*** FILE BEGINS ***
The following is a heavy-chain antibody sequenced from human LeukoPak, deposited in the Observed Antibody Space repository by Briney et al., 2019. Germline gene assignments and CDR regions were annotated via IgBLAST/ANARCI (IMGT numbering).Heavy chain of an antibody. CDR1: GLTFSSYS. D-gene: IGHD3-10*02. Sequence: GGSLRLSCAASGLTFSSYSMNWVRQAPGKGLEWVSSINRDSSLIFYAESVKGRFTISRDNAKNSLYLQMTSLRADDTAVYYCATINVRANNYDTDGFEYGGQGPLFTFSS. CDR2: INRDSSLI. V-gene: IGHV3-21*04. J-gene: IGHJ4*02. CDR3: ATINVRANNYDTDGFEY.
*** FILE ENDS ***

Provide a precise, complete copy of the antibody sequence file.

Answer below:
The following is a heavy-chain antibody sequenced from human LeukoPak, deposited in the Observed Antibody Space repository by Briney et al., 2019. Germline gene assignments and CDR regions were annotated via IgBLAST/ANARCI (IMGT numbering).Heavy chain of an antibody. CDR1: GLTFSSYS. D-gene: IGHD3-10*02. Sequence: GGSLRLSCAASGLTFSSYSMNWVRQAPGKGLEWVSSINRDSSLIFYAESVKGRFTISRDNAKNSLYLQMTSLRADDTAVYYCATINVRANNYDTDGFEYGGQGPLFTFSS. CDR2: INRDSSLI. V-gene: IGHV3-21*04. J-gene: IGHJ4*02. CDR3: ATINVRANNYDTDGFEY.